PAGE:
The American tradition of sending valentines originated with a young paper-obsessed and romance-loving woman from New England, suggests a new museum exhibit.
It was Esther Howland‘s vision and small business drive that heightened the prominence of Valentine's Day in the States and began the tradition of sharing beautiful cards to help mark the occasion.
Howland (1828-1904), a native of Worcester, Mass., graduated from Mount Holyoke Female Seminary in 1847 and wondered what she'd do in life.
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Her inspiration came from an ornate English valentine sent to her by a family friend. She loved the look of it, along with its sentiment.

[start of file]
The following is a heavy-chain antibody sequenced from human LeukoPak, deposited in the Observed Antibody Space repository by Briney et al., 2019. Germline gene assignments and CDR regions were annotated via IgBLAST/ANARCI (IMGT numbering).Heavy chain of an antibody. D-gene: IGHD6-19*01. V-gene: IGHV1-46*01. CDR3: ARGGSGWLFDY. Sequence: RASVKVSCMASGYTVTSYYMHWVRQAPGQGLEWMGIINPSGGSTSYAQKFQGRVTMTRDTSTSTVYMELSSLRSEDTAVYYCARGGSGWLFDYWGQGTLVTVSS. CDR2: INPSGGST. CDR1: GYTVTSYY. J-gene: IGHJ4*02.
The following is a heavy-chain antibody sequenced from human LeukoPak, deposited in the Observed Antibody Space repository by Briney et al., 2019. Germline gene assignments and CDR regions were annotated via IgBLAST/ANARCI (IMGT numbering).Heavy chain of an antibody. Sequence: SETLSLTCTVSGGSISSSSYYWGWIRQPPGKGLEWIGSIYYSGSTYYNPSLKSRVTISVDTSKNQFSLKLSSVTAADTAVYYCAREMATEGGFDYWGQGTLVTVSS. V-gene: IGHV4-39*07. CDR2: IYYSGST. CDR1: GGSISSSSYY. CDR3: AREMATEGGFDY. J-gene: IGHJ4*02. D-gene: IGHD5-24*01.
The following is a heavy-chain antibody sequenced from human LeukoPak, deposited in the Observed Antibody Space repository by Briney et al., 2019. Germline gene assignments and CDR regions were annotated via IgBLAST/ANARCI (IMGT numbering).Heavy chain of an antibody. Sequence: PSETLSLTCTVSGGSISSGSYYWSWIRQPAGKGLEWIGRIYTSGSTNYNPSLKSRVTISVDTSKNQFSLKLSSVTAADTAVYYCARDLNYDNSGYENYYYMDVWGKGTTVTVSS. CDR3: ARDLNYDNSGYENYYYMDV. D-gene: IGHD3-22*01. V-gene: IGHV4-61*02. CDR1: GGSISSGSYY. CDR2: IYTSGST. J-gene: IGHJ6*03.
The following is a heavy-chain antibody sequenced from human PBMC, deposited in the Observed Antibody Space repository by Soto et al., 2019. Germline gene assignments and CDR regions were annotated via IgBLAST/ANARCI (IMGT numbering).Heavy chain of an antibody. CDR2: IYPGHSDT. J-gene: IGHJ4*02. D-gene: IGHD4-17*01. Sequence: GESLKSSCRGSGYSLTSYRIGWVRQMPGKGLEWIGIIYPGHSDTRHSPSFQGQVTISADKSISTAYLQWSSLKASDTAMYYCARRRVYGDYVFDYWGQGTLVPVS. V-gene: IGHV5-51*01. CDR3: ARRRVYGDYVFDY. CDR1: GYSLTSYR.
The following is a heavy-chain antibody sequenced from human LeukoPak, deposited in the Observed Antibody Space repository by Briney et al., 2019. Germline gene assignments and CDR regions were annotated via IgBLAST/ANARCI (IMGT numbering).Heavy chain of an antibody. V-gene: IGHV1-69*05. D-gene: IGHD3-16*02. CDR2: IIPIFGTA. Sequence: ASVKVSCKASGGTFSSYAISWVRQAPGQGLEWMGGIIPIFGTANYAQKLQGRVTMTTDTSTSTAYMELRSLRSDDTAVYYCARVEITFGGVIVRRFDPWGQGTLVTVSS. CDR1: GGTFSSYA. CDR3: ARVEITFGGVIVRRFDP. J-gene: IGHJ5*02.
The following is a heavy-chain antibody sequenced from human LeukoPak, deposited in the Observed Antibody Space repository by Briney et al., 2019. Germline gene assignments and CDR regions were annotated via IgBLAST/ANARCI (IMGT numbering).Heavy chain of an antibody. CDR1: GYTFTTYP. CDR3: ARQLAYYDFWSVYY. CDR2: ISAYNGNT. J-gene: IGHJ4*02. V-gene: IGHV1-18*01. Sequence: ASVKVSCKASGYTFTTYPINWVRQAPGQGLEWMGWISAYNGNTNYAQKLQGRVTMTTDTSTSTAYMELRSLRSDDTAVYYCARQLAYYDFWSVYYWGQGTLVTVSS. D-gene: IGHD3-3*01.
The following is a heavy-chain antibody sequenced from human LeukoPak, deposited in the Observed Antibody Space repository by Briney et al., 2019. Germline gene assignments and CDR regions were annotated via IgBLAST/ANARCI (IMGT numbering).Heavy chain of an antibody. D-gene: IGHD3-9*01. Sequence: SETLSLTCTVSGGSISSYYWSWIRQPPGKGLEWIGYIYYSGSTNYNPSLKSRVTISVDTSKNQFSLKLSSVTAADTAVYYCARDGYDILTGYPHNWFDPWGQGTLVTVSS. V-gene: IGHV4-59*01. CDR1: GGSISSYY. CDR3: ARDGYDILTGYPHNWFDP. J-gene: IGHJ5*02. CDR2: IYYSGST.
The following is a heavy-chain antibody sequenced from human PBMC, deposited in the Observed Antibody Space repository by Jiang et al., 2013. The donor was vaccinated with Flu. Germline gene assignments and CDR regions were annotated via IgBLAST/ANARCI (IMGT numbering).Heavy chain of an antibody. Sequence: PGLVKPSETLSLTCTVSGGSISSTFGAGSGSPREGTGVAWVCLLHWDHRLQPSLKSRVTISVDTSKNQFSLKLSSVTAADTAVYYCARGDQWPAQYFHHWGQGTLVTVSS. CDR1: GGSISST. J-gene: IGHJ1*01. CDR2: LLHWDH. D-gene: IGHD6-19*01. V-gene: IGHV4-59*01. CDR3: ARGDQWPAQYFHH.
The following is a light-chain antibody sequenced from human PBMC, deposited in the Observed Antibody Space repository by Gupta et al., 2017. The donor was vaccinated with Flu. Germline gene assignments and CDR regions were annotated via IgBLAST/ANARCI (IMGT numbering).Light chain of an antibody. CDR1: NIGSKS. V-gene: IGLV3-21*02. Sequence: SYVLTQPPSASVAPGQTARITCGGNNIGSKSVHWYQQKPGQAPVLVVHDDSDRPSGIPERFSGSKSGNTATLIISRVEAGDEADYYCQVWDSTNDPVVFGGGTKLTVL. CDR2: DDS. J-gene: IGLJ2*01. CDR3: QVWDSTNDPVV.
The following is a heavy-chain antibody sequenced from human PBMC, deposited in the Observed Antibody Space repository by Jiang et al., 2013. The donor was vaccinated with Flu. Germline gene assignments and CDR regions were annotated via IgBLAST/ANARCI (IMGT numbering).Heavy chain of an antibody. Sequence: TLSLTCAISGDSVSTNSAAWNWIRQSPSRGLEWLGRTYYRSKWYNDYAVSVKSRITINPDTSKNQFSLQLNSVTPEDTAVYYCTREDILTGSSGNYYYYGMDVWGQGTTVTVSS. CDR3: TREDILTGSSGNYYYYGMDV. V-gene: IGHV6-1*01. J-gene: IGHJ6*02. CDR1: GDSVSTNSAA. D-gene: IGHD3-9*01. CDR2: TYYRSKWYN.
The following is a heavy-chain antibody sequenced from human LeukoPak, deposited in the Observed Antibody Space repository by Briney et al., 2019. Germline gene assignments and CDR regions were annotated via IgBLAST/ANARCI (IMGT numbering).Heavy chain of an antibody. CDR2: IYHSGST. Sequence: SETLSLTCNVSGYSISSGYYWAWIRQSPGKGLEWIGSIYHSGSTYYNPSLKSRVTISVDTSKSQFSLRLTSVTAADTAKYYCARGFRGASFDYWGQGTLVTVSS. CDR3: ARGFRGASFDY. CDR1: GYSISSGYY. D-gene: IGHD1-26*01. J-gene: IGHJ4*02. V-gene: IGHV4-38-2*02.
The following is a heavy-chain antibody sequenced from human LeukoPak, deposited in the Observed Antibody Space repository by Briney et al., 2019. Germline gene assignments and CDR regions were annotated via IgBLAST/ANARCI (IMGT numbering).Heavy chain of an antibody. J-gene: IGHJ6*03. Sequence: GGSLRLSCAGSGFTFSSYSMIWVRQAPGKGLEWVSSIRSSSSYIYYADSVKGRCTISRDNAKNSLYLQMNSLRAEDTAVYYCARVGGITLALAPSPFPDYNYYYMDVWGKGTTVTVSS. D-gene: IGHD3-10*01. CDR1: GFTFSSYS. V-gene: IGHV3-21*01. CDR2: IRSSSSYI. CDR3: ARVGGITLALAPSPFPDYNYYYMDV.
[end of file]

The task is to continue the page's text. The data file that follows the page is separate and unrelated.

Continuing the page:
Howland's father owned the largest book and stationery store in Worcester, so she arranged with him to have valentine-making materials sent from England. The card giving tradition already had been established in England, along with other places in Europe - especially Germany. The materials she ordered included paper lace, floral decorations, colorful paper and more.